7. The Video Store. The agony and the triumph of renting a movie. Rows and rows of movies. Shiny new releases are almost always all out. You feel so lucky when there is one left. Looking at the alphabetized layers searching for that title. Is it a drama or a comedy? It’s funny but it’s kind of dark. There is no Dramedy section and you end up finding it in Horror for what ever reason/the clerk is stoned. What if you can’t remember the title? How the hell do you figure it out without Google or IMDB? “You know that one with the guy, long hair and the big quiet one? I can’t remember the title, but it’s hilarious.” The scenario feels like an end of days role playing game, but it wasn’t that long ago. I went through 4 years of film school before instant streaming, Hollywood Video was a trusted ally. It was clear Blockbuster was under a corporate conglomerate because their selection paled in comparison. These places always had that same distinct smell too. The dusty plastic of the video store and the forbidden “Must Be 18″ section. Modern dinosaurs.
8. Dial Tone. So you really know, with absolute certainty, that person really did hang up on you. Now if we get disconnected, I’m still talking to myself for the next three minutes because I think you’re still on the line.
9. MTV. I grew up without cable. Most of the time my parents told me to go play outside. MTV was all about music and not about teen moms. So when everyone at school was referring to a must see music video, I had to recruit a friend to let me sit for several hours watching MTV waiting to see said music video that was going to blow my mind. Video really did kill the radio star (but then podcasts revived it).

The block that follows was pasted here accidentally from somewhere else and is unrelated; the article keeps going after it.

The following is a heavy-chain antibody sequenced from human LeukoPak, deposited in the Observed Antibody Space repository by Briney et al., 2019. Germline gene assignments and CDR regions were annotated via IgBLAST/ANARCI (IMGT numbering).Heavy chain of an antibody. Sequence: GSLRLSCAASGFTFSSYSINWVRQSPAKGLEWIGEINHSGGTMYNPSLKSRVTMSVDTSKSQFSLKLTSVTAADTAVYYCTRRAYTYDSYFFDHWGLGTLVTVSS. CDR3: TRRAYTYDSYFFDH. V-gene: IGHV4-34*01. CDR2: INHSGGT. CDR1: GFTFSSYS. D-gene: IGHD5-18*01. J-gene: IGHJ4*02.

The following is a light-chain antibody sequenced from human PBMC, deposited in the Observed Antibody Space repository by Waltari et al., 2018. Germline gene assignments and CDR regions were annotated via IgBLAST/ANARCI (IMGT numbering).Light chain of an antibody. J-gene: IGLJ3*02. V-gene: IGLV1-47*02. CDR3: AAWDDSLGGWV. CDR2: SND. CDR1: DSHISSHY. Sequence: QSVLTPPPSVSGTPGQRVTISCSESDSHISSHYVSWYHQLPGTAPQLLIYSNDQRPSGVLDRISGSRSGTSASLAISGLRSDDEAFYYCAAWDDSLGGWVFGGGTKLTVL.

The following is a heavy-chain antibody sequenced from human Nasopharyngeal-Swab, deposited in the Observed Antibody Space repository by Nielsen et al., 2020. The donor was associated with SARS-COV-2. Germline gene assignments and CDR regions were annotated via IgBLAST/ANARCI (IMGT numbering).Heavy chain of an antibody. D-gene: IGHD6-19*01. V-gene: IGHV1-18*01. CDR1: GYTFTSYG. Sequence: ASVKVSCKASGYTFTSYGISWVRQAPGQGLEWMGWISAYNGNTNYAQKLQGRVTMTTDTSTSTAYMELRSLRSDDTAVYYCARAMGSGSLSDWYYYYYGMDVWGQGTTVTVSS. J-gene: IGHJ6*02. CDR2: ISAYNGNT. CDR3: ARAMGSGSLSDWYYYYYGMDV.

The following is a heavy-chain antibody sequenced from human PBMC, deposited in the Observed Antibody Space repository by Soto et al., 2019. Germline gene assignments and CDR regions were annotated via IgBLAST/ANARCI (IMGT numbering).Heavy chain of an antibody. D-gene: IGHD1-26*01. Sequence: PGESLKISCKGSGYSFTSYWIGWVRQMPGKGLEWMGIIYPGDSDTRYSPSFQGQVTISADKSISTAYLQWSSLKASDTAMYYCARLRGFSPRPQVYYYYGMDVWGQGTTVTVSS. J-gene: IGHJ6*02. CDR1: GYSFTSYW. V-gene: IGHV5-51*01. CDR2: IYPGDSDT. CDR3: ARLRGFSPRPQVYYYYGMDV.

10. The News. We didn’t have instant access to constant news feeds in our pockets so we had to beg the teacher to turn on the classroom television so we could watch the verdict of the OJ trial. Getting a piece written about you in the local paper was a big deal because EVERYONE was reading the same paper. Today you gotta post articles to everyone’s wall, tag others, and link bait shit to get people to read something about you. Information was communal because we watched, read, listened, and learned together. I remember learning Chris Farley died from listening to the radio while my friend’s brother drove the carpool. We reacted together, had a moment of shock, a moment of silence, and then had many laughs about living in a van down by the river. SNL was also something you had to stay up late on Saturday night for. There was no Hulu or DVR. You either saw it or had to suffer through everyone else’s Adam Sandler impressions until you saw the rerun in the summer. However, this might actually hurt the story teller and impressions of the next generation. Maybe that’s why SNL’s heyday was in the 90s? Chew on that.